No White Jesus – Please!

Strange. Did the Sisters who came to visit me know of this pending change? They were very interested in my Suttmeister grandfathers.


Nearly three years ago, the governing First Presidency declared that artwork of Jesus — and only of Jesus — should adorn the foyers and entryways of the church’s meetinghouses.

Leaders even provided a list of nearly two dozen paintings approved for such use and reportedly are working to expand those offerings for a more diverse representation of Christ.

Aiming to give that effort a nudge, women and artists from a range of races and cultural backgrounds have banded together in hopes of filling Latter-day Saint buildings with a “Meetinghouse Mosaic” of pieces that depict Jesus more accurately.

“Christ historically had brown skin,” the group’s website states, “and that is the depiction we believe needs to be shared on our walls, in our manuals, on our bulletin boards, in our lessons and be the standard amongst all of us.”

A gallery showcasing new artwork of Jesus is planned for a year from now, in February 2024, at Provo’s Writ & Vision, according to a By Common Consent blog.

“Jurors will not accept white depictions of Christ for this show,” the post adds. “The goal of this show is to broaden the vision of how Christ, the Savior of the world, can be depicted and spotlight the religious artworks of people of color.”

The Mormon Americanization of Cristus

Posted on May 26, 2022 by Royal Rosamond Press


A life-size image of Christus watches over my Stuttmeister kin in Berlin…..forever?

5 things you never knew about the Christus statue – LDS Living

After the three Mormon Sisters left my home, I mediated on the claim that Jesus came to America. Is there any real substantial proof of this? You could say whoever presents the BEST answer to this claim, and presents the more thorough doctrine backing up this unbelievable idea – becomes the head of the Mormon church. If Mormon Founders did anything special, they Americanized Jesus Christ. They put an image of him standing next to a covered wagon – and a team of oxen? Why staddle the fence any longer. Consider…..The Art.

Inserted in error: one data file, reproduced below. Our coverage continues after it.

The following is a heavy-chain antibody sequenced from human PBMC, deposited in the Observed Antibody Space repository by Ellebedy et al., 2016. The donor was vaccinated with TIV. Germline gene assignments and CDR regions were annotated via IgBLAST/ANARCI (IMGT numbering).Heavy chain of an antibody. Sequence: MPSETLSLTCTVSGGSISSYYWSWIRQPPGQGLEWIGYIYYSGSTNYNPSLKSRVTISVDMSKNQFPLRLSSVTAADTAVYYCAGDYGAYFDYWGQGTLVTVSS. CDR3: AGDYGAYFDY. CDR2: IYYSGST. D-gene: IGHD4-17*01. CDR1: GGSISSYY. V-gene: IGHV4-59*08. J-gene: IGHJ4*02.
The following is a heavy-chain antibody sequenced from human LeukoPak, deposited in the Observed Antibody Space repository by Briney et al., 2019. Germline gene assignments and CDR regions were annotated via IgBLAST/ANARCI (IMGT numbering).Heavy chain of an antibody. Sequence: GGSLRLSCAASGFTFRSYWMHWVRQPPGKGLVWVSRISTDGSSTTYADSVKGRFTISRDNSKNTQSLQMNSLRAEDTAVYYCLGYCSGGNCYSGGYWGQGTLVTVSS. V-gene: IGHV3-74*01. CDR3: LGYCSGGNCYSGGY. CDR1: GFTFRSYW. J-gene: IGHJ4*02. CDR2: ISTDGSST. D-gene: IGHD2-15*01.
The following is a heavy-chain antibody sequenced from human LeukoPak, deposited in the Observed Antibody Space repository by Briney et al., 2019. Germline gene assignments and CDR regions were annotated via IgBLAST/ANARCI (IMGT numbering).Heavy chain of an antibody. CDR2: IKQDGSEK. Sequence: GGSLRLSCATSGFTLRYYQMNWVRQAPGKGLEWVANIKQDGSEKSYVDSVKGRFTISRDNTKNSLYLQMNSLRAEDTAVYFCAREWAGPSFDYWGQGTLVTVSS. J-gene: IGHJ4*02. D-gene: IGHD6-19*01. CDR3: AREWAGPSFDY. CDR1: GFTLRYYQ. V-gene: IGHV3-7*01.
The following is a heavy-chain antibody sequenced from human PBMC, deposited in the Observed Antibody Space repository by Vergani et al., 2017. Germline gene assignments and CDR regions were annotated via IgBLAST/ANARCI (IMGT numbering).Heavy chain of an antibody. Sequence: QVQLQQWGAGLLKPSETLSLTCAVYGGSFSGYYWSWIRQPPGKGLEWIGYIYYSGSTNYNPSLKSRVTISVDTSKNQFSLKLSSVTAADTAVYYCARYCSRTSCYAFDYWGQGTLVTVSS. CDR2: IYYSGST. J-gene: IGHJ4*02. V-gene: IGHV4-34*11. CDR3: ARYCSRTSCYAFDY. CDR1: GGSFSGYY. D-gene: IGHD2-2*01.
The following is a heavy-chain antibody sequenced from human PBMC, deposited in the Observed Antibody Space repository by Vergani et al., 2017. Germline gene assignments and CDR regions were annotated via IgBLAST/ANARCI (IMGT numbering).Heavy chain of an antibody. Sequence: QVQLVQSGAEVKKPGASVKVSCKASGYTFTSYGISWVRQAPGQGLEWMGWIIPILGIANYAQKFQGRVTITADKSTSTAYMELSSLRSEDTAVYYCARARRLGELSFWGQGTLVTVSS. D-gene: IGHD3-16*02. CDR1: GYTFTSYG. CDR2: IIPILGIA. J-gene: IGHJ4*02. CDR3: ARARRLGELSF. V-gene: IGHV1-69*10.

The greatest artist to come out of Nebraska – by far – is Gutzon Borglum, who created Mount Rushmore and the Confederate monument that is in the news. Gutzon and his family lived in Omaha and Fremont City. When they moved to Los Angeles, my kindred, Jessie Benton-Fremont, became his patron. She sent Gutzon to famous art schools in Europe. Gutzon did a bust of Jessie, and a portrait of John Fremont.

Bertel Thorvaldsen claimed he descends claimed descent from Snorri Thorfinnsson, the first European born in America. My ex-wife Mary Ann Tharaldsen claims descent from Eric the Red. She was a artist. If religious artwork replaced religious doctrine, then, everyone would be well-pleased, except for the Jews and Muslims who claim they are not allowed t make “graven images”. How many religious books contain genealogies? I took over Herbert Armstrong’s Radio Church of God. I tried to save KORE which was an American Temple for British Israelism and the Family Trees it promotes. This morning I awoke with the idea I may have found an integral religion that will be a Repository for Royal Rosamond Press ‘A Newspaper For The Art’ and perhaps the longest genealogical search – in American History! I will post on GRANITE MOUNTAIN.

John Presco

Four hours after I posted, I read this…

Documents Shed Light on Secret U.S. Plans for Apocalyptic Scenarios (

WASHINGTON — Newly disclosed documents have shed a crack of light on secret executive branch plans for apocalyptic scenarios — like the aftermath of a nuclear attack — when the president may activate wartime powers for national security emergencies.

Bertel Thorvaldsen – Wikipedia

Could the Mormon Church end up like the Worldwide Church of God? – Mormonism Research Ministry (


Granite Mountain Records Vault – Mormonism, The Mormon Church, Beliefs, & Religion – MormonWiki

This teaching argues that the Ten Tribes of Israel are currently represented by those of Anglo-Saxon heritage (particularly those in Great Britain). Armstrong believed that true Christianity ceased to exist after the death of the apostles and that Christ’s church did not appear again until the institution of the WCG.

Could the Mormon Church end up like the Worldwide Church of God?

By Bill McKeever

The following was originally printed in the May-June 2011 edition of Mormonism Researched. To request a free subscription, please visit here

Though I can’t recall addressing this publicly, I am often asked whether or not I envision the Mormon Church making a radical departure from heresy like the Worldwide Church of God (WCG) did back in the 1980s. For those unfamiliar with the history of the WCG, allow me to give a very brief overview.